How to Avoid Meaningless Daily Scrums

David Pereira
Product Leader, Content Creator, Speaker
Posted on
Apr 6, 2022
Updated on
May 23, 2022
Table of Content

Mechanical meetings will lead to nothing but progress.

What’s the point in having a Daily Scrum with your team? Although you may think it’s about answering three questions and clarifying what’s going on, this perception is wrong. Please stick with me. Imagine the following: Every day at 09:15 am, every team member as to answer the following:

  • What did I do yesterday?
  • What am I going to do today?
  • Do I have any impediments?

What happens after everyone replies to these questions? Each developer probably leaves the call or the room and goes back to work. Nobody benefits from the daily. No one helps other team members because they’re not acting as a team. Everyone has their Sprint. “I did this, and I will do that, and I have no impediment. Next one, please.

I thought the Scrum team was supposed to have a shared goal and collaborate to reach it instead of everyone running in different directions.

If you look at the Scrum Guide, 2020, you get the following definition for Daily Scrum:

The purpose of the Daily Scrum is to inspect progress toward the Sprint Goal and adapt the Sprint Backlog as necessary, adjusting the upcoming planned work.

The question is, why does nobody talk about the Sprint Goal in the Daily Scrum? Because most teams don’t have one or because they are missing the mark. Looking at data from GoRetro, out of 100k Sprints, 68% do have a Sprint Goal and the rest don’t have anything. This frightens me.

During this post, I will share what leads to a meaningless Daily Scrum and how to escape from it.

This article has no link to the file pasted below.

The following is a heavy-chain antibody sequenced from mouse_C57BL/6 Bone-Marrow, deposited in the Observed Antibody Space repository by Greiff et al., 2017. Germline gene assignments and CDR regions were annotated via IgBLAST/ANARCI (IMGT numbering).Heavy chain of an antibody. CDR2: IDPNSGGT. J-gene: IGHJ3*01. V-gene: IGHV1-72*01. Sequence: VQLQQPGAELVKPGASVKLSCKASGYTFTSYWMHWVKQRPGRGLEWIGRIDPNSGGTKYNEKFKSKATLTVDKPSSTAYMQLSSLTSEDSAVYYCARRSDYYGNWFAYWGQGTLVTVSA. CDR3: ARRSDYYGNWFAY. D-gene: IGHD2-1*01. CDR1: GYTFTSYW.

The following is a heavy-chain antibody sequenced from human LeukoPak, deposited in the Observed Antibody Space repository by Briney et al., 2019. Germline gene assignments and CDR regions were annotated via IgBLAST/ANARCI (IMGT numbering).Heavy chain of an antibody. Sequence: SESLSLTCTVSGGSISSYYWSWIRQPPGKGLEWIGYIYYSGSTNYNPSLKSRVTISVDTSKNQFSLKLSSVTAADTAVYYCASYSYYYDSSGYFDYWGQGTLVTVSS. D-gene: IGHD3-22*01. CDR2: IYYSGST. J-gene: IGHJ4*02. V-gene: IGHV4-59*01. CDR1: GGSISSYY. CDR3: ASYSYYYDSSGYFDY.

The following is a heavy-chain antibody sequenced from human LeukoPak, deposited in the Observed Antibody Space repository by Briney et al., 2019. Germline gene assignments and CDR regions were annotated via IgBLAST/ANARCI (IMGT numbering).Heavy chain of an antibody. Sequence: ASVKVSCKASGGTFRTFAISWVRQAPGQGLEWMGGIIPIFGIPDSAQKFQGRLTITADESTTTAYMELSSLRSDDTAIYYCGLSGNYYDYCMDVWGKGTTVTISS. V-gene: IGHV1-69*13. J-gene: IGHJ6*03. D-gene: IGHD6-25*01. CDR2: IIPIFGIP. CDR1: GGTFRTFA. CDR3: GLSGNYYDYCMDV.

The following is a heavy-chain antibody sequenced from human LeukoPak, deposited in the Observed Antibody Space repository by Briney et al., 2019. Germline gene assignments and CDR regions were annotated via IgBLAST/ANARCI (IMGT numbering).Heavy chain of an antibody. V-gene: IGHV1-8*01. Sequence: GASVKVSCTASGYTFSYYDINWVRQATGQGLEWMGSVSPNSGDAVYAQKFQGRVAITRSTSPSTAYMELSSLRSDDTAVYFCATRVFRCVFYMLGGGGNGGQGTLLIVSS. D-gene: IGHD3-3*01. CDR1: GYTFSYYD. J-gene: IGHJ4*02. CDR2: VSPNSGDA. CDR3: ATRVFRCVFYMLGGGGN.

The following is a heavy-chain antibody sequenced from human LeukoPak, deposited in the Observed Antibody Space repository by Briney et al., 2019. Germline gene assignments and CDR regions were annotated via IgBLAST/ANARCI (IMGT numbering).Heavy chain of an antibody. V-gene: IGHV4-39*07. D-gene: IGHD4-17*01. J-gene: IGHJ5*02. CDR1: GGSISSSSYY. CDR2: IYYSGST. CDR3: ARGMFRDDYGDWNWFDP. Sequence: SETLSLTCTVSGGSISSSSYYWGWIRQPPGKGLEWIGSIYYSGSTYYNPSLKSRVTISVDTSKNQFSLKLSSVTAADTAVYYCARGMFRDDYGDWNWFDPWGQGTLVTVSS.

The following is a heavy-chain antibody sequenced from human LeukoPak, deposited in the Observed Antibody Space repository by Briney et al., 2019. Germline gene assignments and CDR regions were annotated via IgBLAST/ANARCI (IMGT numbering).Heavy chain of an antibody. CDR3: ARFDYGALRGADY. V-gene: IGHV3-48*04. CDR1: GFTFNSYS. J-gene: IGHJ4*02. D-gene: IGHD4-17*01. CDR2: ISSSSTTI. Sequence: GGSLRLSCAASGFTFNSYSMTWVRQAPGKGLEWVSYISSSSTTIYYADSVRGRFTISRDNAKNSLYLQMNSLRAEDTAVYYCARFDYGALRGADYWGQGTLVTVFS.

Mechanical Daily Scrum

It’s 09:11 am. Björn had just woken up, and says, “Shit! I have the boring Daily in 04 minutes, and I’m starving.” He runs to the kitchen, drinks a glass of water, puts a capsule in his coffee machine, and waits. After a couple of seconds, the coffee is ready; he takes it and runs to his working room. He turns on his computer in a hurry. 

Surprisingly, his laptop starts a mandatory update. Björn is late and getting nervous. Quickly, he picks up his phone. Pow! By chance, he bumps into his cup and spills coffee everywhere! 

It’s 09:17, Björn jumps into the Daily Scrum call from his phone and immediately turns the camera off.

Harold: “Good mooooorning, Björn. We were waiting for you. I guess you slept in.

Björn: “Sorry, guys! I had some small issues, but now I am here. Shall we start?

At this moment, Björn mutes his phone, runs to the toilet and takes some toilet paper to clean the mess he made. He is doing anything but listening to his team members.

Harold: “Yes, let me start. Yesterday, I fixed the issue with the price API, and today I intend to deploy the changes and pick something else. Go, Ragnar.

Ragnar: “Good morning, everyone. Yesterday, I didn’t do a lot. Today, I intend to continue working on the recommendation engine and potentially send it for code review. Go, Björn.

Björn is still cleaning up his table as there’s coffee on his keyboard and notes.

Ragnar: “Björn, if you’re speaking, we don’t hear you. Please, unmute yourself.

Björn: “Sorry, guys. I was cleaning something here. Yesterday, I did more or less the same things. I did some code reviews and made progress on my activities. Today I intend to conclude stuff and move on.

Floki (Scrum Master): “Thanks to everyone for sharing. Nobody has any impediment, and you made progress on your activities, so I guess we’re good to go. Unless you tell me otherwise, let’s wrap up the call.

The call finished at 09:27, and nobody knew what the benefit of it was. Björn didn’t hear anything anyone said. Meanwhile, Harold and Ragnar worked on unrelated activities and didn’t care about the other’s updates. Although they have a Sprint Goal, nobody remembered it, not even the Scrum Master.

The Jorvik team starts every workday by wasting time. Yet, they accept the pointless Daily, and nobody cares.

Does this scenario ring a bell? Have you ever experienced anything similar to it? Sadly, I’ve been in this scenario more often than I would have liked. Many teams still don’t function as a team, but rather as a group of people running in different directions. When that’s the case, the Daily Scrum is anything but helpful. The common anti-patterns I notice are the following:

  • Nobody talks about the Sprint Goal: Each team member follows their own agenda. Everyone focuses on finishing their Sprint. The Scrum Team may have a Sprint Goal but either doesn’t provide guidance, or nobody cares about it.